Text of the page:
A: Galactosemia is a rare genetic metabolic disorder affecting roughly one in every 30,000 to 60,000 babies. A baby with galactosemia can't digest the sugars found in milk (including breast milk) and most infant formulas (except soy versions). In babies with galactosemia, the sugar builds up in the body over time and can cause damage to the liver, kidneys, and brain, as well as long-term developmental issues like speech delays, learning disabilities, and problems with balance or physical coordination. Fortunately, removing all milk-containing products and anything else with galactose from your baby's diet immediately can minimize the risk of these problems. These days, most babies are screened for galactosemia at birth, so you can start taking these precautions right away. (Galactosemia used to be a much more serious problem before widespread infant screening tests, as the condition often went undetected.)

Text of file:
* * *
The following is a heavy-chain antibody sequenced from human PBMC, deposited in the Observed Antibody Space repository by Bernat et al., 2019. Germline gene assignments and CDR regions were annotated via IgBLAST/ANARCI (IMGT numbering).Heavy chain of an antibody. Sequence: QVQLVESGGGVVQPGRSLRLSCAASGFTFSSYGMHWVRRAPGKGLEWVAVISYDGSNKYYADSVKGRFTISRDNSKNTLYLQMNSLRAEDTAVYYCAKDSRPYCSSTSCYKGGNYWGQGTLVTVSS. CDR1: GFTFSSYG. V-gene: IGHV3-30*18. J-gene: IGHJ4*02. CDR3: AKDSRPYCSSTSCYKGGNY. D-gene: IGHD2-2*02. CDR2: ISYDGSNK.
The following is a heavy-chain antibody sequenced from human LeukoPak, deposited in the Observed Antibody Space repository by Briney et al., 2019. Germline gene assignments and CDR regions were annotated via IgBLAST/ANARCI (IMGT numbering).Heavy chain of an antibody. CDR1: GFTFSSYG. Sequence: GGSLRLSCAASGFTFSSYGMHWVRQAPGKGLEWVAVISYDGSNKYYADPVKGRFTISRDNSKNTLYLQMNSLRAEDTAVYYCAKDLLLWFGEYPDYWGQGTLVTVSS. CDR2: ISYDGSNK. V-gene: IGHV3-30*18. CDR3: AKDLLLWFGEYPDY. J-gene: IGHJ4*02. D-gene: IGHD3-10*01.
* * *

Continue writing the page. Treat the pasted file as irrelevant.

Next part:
You'll need to be extremely cautious about what your baby eats, reading labels carefully for ingredients like milk, casein, dry milk solids, lactose, curds, and whey. If your child requires medication at any point (even for a simple ear infection), ask your pharmacist for a detailed list of the drug's ingredients, since many contain lactose as a filler and it's often not listed on the package. And down the road, once your child starts having playdates, make a list of the foods he should avoid, laminate it, and put it in his backpack, so he can refer to it when he (or another grown-up) has questions. It will be important to monitor your child's development closely (your pediatrician will probably want to do regular blood tests as well) and be ready with the right treatments and developmental interventions if trouble does arise. But with proper monitoring and a strict, dairy-free diet, many kids show no signs of the disorder at all.
Copyright 2009 Meredith Corporation.